Welcome to the messy world of the IPv6 transition.
IPv4 and IPv6 are two seperate protocols that do not directly interoperate.
The IPv6 proponents idea was that we would all move to dual stack, running IPv4 and IPv6 in parallel for a transition period. Then once IPv6 was ubiquitous IPv4 could be turned off.
Unfortunately deploying dual stack meant extra cost immediately for benefits at some unclear time in the future. Unsurprisingly takeup was extremely slow and IPv4 exhaustion hit without the world being dual-stacked.
Most IP transit providers nowadays will provide dual-stack, but with mobile and broadband ISPs the picture is often a lot less rosy.
So anyway back to the question of of interoperation. Since it is clear that in the real world IPv4 isn't going away any time soon a variety of mechanisms have been devised to try and bridge the gap.
The first and simplest is just a point to point tunnel, such tunnels can be pretty reliable and with the right tunneling technologies can work behind NAT. The problem is of course the tunnel has to terminate somewhere. There exist free tunneling providers but they are not without their issues in terms of performance and/or restrictions.
The next is 6to4. A host or network with non-natted IPv4 only connectivity can generate an IPv6 /48 from their public IPv4 IP. Packets from 6to4 clients are encapsulated in IPv4 and can be sent to other 6to4 clients or to a relay anycast address. Unfortunately it doesn't work behind NAT
The next thing to mention is teredo. Teredo tries to provide IPv6 addresses to clients behind NAT using NAT traversal techniques. Unfortunately it is pretty fragile and often fails. Also due to the way teredo finds relays it will only work if the IPv6 host responds to pings.
Also ISPs mostly don't seem to have stepped up to the plate and deployed 6to4 and teredo relays in their networks, so 6to4 and teredo traffic ends up going via one of a handful of networks who provide relays for the internet in general. This often ends up limiting performance.
Teredo and 6to4 have largely failed to achive increases in the ipv6-capable client base. It has become clear that while IPv6 deployment is growing, the burden of interoperability will have to be shouldered by those wanting to run IPv6 only networks.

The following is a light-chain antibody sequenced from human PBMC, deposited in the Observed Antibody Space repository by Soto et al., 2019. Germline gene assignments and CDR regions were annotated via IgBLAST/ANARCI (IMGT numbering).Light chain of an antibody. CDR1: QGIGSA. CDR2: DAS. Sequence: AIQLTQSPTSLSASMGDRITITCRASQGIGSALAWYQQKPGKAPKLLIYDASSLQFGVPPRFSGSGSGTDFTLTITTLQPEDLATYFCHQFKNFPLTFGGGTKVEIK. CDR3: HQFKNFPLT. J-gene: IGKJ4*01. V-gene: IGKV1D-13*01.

Which brings us round to how they can do that. Probablly the most common approach for clients is NAT64/DNS64. The network translates DNS A responses into AAAA responses pointing at a range of IPv6 addresses that are routed to stateful NAT64 boxes. The NAT64 boxes translate the traffic from IPv6 to IPv4 allowing clients to reach servers on the IPv4 internet. An extension of this is 464XLAT where the client has a stateless NAT46 allowing IPv4 only applications to send requests via the NAT64.
On the server side NAT based approaches can also be possible, but they have the problem that you still need an IPv4 address for each server which defeats most of the point of running an IPv6 only network. Another option is reverse proxies which can direct traffic based on application layer headers.
Unfortunately trying to run services on your cellular modem is likely to be an excercise in frustration. As you say it doesn't have an IPv4 addresses and while it probablly does have a public IPv6 address you may still find there are firewalls present and that the IPv6 address is not very stable.
In general I find the best approach to administering devices that are in unknown network situations is to use a VPN. Have a server on the public internet (preferablly dual stack) to which all your devices can connect and then access the devices using their VPN IP addresses.